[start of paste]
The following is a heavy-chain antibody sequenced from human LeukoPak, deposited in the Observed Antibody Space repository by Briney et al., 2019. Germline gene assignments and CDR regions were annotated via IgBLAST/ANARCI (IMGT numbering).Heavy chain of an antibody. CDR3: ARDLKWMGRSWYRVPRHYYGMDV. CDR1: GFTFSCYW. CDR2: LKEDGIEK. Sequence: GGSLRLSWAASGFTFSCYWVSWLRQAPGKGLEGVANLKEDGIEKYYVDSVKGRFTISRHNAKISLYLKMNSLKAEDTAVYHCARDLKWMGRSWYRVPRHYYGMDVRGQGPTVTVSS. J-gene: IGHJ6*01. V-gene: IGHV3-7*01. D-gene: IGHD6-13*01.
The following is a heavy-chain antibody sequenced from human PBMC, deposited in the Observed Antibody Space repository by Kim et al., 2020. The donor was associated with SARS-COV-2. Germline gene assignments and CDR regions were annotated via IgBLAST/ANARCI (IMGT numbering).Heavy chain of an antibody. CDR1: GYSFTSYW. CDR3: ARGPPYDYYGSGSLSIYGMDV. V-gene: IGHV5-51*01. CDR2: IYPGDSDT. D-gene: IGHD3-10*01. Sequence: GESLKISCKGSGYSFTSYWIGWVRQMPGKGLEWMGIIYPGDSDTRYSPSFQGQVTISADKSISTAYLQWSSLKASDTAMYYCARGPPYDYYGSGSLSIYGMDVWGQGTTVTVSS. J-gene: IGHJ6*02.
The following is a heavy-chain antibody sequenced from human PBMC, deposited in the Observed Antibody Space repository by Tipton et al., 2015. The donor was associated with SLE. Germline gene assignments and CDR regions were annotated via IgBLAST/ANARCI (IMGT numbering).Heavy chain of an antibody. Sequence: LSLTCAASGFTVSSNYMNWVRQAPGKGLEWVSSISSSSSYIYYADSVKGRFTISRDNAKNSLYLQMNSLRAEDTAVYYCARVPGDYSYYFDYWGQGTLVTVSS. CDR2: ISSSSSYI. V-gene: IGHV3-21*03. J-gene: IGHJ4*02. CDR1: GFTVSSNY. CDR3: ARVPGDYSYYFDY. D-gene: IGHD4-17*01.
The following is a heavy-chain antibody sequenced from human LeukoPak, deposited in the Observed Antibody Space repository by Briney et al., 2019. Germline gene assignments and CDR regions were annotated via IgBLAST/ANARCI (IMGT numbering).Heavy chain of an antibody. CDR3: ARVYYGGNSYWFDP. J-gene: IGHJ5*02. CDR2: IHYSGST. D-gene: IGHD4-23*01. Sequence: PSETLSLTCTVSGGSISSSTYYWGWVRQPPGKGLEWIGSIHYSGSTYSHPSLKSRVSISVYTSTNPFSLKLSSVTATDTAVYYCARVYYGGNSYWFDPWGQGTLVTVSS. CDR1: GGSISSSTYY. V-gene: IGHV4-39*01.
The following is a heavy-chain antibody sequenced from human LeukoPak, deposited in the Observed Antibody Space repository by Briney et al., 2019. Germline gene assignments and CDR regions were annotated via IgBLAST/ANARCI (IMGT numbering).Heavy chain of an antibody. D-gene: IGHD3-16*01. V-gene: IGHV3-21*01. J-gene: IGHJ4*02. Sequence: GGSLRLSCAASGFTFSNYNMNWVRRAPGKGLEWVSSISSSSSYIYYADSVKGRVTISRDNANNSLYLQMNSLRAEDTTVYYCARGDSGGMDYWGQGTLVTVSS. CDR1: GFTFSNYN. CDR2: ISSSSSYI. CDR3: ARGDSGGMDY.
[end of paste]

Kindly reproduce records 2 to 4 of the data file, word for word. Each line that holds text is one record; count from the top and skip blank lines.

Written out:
The following is a heavy-chain antibody sequenced from human PBMC, deposited in the Observed Antibody Space repository by Kim et al., 2020. The donor was associated with SARS-COV-2. Germline gene assignments and CDR regions were annotated via IgBLAST/ANARCI (IMGT numbering).Heavy chain of an antibody. CDR1: GYSFTSYW. CDR3: ARGPPYDYYGSGSLSIYGMDV. V-gene: IGHV5-51*01. CDR2: IYPGDSDT. D-gene: IGHD3-10*01. Sequence: GESLKISCKGSGYSFTSYWIGWVRQMPGKGLEWMGIIYPGDSDTRYSPSFQGQVTISADKSISTAYLQWSSLKASDTAMYYCARGPPYDYYGSGSLSIYGMDVWGQGTTVTVSS. J-gene: IGHJ6*02.
The following is a heavy-chain antibody sequenced from human PBMC, deposited in the Observed Antibody Space repository by Tipton et al., 2015. The donor was associated with SLE. Germline gene assignments and CDR regions were annotated via IgBLAST/ANARCI (IMGT numbering).Heavy chain of an antibody. Sequence: LSLTCAASGFTVSSNYMNWVRQAPGKGLEWVSSISSSSSYIYYADSVKGRFTISRDNAKNSLYLQMNSLRAEDTAVYYCARVPGDYSYYFDYWGQGTLVTVSS. CDR2: ISSSSSYI. V-gene: IGHV3-21*03. J-gene: IGHJ4*02. CDR1: GFTVSSNY. CDR3: ARVPGDYSYYFDY. D-gene: IGHD4-17*01.
The following is a heavy-chain antibody sequenced from human LeukoPak, deposited in the Observed Antibody Space repository by Briney et al., 2019. Germline gene assignments and CDR regions were annotated via IgBLAST/ANARCI (IMGT numbering).Heavy chain of an antibody. CDR3: ARVYYGGNSYWFDP. J-gene: IGHJ5*02. CDR2: IHYSGST. D-gene: IGHD4-23*01. Sequence: PSETLSLTCTVSGGSISSSTYYWGWVRQPPGKGLEWIGSIHYSGSTYSHPSLKSRVSISVYTSTNPFSLKLSSVTATDTAVYYCARVYYGGNSYWFDPWGQGTLVTVSS. CDR1: GGSISSSTYY. V-gene: IGHV4-39*01.